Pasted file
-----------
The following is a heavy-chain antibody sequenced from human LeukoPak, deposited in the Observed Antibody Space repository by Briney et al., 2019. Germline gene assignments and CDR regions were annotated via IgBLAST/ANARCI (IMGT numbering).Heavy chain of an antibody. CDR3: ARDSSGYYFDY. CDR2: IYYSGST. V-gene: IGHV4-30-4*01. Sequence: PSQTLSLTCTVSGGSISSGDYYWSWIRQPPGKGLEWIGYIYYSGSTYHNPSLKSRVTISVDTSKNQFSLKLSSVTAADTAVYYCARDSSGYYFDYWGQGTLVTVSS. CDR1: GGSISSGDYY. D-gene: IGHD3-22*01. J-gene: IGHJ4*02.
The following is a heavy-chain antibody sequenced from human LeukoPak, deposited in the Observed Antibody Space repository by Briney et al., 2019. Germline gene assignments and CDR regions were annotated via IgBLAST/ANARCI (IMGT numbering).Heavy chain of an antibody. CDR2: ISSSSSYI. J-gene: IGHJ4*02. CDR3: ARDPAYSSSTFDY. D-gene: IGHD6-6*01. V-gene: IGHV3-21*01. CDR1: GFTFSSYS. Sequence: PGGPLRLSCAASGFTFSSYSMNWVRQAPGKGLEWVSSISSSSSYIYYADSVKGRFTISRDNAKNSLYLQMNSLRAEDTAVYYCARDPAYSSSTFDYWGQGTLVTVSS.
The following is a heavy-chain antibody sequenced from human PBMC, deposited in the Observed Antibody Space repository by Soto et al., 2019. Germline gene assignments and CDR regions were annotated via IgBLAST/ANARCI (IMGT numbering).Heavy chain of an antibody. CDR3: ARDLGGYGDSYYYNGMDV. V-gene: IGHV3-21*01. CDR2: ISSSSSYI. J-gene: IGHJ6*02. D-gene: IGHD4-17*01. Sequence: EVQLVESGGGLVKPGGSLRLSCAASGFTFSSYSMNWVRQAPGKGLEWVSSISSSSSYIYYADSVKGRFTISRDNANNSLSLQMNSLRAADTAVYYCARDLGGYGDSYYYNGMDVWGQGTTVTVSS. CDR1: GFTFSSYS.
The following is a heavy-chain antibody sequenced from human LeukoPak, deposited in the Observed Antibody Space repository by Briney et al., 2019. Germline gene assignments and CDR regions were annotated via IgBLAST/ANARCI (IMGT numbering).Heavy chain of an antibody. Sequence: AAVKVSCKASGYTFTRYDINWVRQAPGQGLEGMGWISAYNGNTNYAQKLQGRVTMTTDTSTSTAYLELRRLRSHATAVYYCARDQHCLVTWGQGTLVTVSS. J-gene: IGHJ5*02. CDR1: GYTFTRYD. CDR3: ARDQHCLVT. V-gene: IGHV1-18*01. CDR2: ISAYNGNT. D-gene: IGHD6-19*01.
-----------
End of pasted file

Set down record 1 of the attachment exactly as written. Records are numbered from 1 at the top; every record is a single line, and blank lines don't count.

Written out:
The following is a heavy-chain antibody sequenced from human LeukoPak, deposited in the Observed Antibody Space repository by Briney et al., 2019. Germline gene assignments and CDR regions were annotated via IgBLAST/ANARCI (IMGT numbering).Heavy chain of an antibody. CDR3: ARDSSGYYFDY. CDR2: IYYSGST. V-gene: IGHV4-30-4*01. Sequence: PSQTLSLTCTVSGGSISSGDYYWSWIRQPPGKGLEWIGYIYYSGSTYHNPSLKSRVTISVDTSKNQFSLKLSSVTAADTAVYYCARDSSGYYFDYWGQGTLVTVSS. CDR1: GGSISSGDYY. D-gene: IGHD3-22*01. J-gene: IGHJ4*02.